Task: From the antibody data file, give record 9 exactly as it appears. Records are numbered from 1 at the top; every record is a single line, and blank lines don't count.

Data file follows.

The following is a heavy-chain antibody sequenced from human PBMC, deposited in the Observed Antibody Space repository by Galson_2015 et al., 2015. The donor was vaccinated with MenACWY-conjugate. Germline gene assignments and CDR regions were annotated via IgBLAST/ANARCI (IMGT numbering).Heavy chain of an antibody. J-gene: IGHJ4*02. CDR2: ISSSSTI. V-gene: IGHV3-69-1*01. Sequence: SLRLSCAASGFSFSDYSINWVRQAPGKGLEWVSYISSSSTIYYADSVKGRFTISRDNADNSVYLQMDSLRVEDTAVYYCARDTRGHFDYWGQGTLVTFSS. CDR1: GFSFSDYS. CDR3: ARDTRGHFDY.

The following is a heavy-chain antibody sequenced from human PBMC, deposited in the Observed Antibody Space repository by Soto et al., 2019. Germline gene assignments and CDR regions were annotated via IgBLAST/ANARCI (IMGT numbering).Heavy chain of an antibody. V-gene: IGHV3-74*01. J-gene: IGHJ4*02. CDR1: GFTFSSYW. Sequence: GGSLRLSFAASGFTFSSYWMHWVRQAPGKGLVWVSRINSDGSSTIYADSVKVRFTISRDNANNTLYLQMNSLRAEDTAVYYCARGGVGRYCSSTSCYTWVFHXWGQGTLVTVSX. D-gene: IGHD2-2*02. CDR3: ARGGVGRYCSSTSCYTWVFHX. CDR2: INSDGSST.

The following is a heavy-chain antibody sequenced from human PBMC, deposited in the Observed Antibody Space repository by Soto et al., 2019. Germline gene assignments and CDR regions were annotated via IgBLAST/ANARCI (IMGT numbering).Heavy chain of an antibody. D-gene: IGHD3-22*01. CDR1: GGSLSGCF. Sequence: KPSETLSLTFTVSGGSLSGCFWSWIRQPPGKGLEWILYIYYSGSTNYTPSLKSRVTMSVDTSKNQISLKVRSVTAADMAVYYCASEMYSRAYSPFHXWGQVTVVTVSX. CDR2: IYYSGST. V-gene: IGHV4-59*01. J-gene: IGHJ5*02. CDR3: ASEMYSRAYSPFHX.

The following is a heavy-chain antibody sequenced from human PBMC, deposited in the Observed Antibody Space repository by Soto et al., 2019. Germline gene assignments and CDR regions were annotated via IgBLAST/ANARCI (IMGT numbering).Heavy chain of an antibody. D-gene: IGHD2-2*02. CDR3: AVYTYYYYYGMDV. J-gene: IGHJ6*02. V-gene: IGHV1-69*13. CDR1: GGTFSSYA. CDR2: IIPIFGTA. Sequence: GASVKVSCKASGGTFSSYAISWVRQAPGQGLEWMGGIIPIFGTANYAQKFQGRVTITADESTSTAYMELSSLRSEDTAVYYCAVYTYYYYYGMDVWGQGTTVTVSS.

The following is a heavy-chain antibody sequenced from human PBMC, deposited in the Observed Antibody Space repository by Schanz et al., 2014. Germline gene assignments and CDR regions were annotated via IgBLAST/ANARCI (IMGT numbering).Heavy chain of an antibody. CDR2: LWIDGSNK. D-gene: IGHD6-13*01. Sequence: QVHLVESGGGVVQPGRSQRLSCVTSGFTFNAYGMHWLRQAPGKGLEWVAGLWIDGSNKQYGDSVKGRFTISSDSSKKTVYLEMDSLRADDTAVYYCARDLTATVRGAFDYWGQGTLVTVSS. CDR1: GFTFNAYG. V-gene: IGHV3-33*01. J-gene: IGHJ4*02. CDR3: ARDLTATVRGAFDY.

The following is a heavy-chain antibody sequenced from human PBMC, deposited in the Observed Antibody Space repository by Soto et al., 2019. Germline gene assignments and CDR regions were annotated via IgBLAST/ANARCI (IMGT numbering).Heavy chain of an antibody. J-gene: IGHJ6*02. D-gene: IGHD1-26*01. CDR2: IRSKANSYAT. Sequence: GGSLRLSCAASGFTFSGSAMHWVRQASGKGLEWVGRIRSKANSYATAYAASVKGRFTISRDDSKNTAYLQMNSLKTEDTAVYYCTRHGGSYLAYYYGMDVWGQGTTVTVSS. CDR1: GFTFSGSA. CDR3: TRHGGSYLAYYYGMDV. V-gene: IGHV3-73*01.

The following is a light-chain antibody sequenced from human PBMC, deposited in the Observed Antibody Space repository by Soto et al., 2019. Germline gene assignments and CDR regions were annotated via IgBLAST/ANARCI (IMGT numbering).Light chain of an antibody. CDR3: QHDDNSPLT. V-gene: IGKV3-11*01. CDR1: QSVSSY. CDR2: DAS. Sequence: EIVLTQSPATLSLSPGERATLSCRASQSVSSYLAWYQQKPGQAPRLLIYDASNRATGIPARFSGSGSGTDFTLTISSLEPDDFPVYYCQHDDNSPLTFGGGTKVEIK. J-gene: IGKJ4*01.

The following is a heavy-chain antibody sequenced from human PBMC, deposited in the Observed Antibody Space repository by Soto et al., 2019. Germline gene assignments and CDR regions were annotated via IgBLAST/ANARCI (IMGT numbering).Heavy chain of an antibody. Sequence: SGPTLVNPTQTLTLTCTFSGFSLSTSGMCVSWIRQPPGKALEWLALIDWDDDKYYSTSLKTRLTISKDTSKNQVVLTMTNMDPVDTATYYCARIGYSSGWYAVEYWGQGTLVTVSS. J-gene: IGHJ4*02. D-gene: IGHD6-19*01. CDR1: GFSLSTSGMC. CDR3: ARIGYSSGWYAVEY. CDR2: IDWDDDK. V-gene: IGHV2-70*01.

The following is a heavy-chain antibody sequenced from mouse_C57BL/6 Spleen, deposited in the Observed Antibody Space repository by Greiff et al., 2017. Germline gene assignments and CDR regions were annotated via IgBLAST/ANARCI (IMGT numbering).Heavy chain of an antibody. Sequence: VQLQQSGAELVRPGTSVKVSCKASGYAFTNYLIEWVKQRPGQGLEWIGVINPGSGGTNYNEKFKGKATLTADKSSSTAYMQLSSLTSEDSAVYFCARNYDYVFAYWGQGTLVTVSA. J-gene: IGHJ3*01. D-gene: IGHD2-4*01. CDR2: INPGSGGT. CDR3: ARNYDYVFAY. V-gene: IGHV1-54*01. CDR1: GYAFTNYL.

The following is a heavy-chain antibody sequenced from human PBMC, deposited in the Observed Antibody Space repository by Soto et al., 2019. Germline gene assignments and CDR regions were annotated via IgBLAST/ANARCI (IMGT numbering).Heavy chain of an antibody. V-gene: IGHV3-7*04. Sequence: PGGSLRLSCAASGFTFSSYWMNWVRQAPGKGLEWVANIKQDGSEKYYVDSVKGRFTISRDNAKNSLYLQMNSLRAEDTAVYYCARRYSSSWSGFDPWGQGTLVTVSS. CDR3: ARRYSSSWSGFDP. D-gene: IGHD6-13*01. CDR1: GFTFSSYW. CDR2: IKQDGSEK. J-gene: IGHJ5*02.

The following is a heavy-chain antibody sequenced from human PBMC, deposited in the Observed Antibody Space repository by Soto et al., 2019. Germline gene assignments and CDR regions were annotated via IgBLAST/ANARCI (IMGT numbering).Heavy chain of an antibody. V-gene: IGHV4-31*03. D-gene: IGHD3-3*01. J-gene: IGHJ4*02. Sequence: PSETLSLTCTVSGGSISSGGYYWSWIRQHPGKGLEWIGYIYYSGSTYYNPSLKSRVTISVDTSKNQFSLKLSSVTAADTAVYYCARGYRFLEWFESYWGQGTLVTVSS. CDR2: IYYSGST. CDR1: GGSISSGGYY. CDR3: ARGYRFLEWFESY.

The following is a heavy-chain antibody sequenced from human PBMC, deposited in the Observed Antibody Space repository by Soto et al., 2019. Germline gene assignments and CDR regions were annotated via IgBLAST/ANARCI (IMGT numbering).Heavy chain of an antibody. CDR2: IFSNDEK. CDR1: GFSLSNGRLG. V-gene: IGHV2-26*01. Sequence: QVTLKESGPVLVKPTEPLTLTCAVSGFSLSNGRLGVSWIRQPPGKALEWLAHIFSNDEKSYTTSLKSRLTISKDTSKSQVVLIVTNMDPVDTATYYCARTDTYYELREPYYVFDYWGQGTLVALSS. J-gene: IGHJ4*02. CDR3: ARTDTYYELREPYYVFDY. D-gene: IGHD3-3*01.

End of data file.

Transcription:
The following is a heavy-chain antibody sequenced from mouse_C57BL/6 Spleen, deposited in the Observed Antibody Space repository by Greiff et al., 2017. Germline gene assignments and CDR regions were annotated via IgBLAST/ANARCI (IMGT numbering).Heavy chain of an antibody. Sequence: VQLQQSGAELVRPGTSVKVSCKASGYAFTNYLIEWVKQRPGQGLEWIGVINPGSGGTNYNEKFKGKATLTADKSSSTAYMQLSSLTSEDSAVYFCARNYDYVFAYWGQGTLVTVSA. J-gene: IGHJ3*01. D-gene: IGHD2-4*01. CDR2: INPGSGGT. CDR3: ARNYDYVFAY. V-gene: IGHV1-54*01. CDR1: GYAFTNYL.